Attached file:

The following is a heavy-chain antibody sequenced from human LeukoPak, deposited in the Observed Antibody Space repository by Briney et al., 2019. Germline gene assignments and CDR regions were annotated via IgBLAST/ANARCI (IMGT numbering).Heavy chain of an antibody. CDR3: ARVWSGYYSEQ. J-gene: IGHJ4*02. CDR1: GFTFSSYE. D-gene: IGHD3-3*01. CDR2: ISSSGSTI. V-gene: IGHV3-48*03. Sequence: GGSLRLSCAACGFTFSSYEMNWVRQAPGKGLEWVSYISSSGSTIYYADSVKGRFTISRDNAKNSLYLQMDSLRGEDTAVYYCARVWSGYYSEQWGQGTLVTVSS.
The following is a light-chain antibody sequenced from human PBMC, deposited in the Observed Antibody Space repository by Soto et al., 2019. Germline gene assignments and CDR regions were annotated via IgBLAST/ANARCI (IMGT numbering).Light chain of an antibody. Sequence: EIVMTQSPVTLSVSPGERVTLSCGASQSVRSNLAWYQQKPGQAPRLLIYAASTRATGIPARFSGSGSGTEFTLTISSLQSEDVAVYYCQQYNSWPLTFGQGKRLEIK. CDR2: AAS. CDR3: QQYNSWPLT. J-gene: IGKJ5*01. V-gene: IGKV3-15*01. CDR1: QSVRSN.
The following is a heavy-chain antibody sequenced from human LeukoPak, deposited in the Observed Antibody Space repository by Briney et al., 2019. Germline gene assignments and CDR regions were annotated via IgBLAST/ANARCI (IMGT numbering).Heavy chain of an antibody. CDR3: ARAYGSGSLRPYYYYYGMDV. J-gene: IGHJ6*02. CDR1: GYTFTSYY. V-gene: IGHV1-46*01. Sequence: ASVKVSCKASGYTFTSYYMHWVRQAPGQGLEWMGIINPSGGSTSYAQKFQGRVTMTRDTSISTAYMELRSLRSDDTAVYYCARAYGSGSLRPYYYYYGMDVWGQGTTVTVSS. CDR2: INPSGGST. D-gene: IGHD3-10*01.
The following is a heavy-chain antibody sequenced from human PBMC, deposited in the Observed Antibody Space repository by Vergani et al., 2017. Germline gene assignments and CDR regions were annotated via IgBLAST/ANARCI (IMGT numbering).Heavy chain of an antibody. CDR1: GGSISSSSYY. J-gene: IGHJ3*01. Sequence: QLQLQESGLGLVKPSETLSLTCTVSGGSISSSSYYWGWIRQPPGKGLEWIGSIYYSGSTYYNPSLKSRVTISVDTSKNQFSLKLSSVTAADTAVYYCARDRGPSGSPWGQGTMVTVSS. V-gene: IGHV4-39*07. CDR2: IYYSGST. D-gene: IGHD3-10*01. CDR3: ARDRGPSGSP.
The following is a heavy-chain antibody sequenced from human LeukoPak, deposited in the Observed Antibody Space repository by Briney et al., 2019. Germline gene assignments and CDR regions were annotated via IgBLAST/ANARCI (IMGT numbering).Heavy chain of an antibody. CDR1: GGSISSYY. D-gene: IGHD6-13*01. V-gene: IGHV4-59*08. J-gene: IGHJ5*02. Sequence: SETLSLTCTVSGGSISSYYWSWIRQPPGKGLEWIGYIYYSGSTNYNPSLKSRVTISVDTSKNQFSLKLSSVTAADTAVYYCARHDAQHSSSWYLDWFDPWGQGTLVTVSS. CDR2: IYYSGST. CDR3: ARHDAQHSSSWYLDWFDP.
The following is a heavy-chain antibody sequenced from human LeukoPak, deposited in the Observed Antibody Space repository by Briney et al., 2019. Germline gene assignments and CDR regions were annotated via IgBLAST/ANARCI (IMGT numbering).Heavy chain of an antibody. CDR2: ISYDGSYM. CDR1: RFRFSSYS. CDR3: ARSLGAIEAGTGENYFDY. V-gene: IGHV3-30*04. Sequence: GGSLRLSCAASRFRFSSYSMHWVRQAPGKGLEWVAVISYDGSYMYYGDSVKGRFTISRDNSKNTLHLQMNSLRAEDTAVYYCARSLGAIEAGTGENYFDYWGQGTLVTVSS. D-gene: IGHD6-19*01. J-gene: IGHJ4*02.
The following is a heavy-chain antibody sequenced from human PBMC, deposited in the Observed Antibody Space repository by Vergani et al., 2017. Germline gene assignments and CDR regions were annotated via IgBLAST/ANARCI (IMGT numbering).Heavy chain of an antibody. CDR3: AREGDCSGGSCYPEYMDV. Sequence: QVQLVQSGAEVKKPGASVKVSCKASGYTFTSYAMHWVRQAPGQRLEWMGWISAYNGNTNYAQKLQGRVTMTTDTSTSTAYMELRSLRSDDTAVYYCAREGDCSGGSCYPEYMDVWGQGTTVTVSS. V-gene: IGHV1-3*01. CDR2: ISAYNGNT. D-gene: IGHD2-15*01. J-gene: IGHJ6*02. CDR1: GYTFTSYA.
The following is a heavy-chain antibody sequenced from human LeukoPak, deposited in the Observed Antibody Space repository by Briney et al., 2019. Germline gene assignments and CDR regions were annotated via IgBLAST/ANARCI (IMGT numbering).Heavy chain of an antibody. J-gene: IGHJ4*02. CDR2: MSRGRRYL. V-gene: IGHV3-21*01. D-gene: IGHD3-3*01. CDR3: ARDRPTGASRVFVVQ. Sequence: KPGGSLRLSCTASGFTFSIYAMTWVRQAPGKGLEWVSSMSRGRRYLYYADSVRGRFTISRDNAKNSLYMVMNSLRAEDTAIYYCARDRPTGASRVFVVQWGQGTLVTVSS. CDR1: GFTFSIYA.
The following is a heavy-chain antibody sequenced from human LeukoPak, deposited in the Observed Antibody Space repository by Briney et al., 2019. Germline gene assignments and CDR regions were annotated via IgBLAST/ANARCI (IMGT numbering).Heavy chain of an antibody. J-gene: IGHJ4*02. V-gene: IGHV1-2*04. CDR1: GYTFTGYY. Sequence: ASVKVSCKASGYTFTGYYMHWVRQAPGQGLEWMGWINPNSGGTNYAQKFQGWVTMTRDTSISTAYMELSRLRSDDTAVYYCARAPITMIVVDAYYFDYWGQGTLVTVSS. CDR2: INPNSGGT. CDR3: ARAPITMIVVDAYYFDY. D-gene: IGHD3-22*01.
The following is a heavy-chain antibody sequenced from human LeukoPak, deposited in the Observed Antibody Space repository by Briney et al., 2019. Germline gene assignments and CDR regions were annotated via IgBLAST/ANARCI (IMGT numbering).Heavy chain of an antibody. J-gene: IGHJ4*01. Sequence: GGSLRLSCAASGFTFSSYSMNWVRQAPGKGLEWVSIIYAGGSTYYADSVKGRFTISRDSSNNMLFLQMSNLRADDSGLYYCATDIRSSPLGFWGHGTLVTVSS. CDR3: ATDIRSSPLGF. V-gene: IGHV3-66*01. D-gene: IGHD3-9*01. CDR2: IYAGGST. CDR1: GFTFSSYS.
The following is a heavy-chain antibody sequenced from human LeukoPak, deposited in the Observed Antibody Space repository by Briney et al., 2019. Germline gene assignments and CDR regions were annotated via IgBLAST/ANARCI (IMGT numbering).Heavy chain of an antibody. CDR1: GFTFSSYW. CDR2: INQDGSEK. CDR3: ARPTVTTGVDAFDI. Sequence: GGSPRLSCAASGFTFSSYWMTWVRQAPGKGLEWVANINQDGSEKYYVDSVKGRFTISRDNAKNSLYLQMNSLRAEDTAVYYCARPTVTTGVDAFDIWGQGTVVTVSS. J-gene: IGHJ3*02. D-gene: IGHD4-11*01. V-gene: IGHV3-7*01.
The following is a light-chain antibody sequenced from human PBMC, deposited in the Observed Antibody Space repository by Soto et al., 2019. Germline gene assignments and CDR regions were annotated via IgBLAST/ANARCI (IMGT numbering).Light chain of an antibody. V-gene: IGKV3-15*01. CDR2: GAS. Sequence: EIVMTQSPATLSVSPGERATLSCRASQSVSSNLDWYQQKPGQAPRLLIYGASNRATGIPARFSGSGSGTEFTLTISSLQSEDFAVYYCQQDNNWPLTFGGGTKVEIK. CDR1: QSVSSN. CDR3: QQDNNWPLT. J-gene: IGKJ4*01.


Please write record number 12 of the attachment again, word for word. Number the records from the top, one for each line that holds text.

The following is a light-chain antibody sequenced from human PBMC, deposited in the Observed Antibody Space repository by Soto et al., 2019. Germline gene assignments and CDR regions were annotated via IgBLAST/ANARCI (IMGT numbering).Light chain of an antibody. V-gene: IGKV3-15*01. CDR2: GAS. Sequence: EIVMTQSPATLSVSPGERATLSCRASQSVSSNLDWYQQKPGQAPRLLIYGASNRATGIPARFSGSGSGTEFTLTISSLQSEDFAVYYCQQDNNWPLTFGGGTKVEIK. CDR1: QSVSSN. CDR3: QQDNNWPLT. J-gene: IGKJ4*01.